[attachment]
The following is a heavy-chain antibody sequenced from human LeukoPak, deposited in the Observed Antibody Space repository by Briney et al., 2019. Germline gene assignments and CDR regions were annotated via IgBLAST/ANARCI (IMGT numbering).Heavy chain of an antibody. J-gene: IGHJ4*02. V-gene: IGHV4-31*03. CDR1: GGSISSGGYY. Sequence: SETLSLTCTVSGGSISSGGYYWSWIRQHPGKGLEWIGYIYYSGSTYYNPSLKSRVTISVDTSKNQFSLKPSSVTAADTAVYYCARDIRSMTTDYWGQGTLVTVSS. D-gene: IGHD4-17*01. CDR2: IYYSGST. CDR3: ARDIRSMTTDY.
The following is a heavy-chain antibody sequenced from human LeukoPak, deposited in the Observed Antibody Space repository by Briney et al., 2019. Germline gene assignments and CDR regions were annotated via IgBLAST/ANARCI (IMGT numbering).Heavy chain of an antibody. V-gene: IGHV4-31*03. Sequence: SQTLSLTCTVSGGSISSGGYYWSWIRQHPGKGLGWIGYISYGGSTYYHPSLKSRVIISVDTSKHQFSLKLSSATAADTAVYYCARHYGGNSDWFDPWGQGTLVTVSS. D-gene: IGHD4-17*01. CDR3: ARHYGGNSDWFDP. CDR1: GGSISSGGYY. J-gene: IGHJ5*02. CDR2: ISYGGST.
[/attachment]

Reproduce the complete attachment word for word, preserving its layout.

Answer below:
The following is a heavy-chain antibody sequenced from human LeukoPak, deposited in the Observed Antibody Space repository by Briney et al., 2019. Germline gene assignments and CDR regions were annotated via IgBLAST/ANARCI (IMGT numbering).Heavy chain of an antibody. J-gene: IGHJ4*02. V-gene: IGHV4-31*03. CDR1: GGSISSGGYY. Sequence: SETLSLTCTVSGGSISSGGYYWSWIRQHPGKGLEWIGYIYYSGSTYYNPSLKSRVTISVDTSKNQFSLKPSSVTAADTAVYYCARDIRSMTTDYWGQGTLVTVSS. D-gene: IGHD4-17*01. CDR2: IYYSGST. CDR3: ARDIRSMTTDY.
The following is a heavy-chain antibody sequenced from human LeukoPak, deposited in the Observed Antibody Space repository by Briney et al., 2019. Germline gene assignments and CDR regions were annotated via IgBLAST/ANARCI (IMGT numbering).Heavy chain of an antibody. V-gene: IGHV4-31*03. Sequence: SQTLSLTCTVSGGSISSGGYYWSWIRQHPGKGLGWIGYISYGGSTYYHPSLKSRVIISVDTSKHQFSLKLSSATAADTAVYYCARHYGGNSDWFDPWGQGTLVTVSS. D-gene: IGHD4-17*01. CDR3: ARHYGGNSDWFDP. CDR1: GGSISSGGYY. J-gene: IGHJ5*02. CDR2: ISYGGST.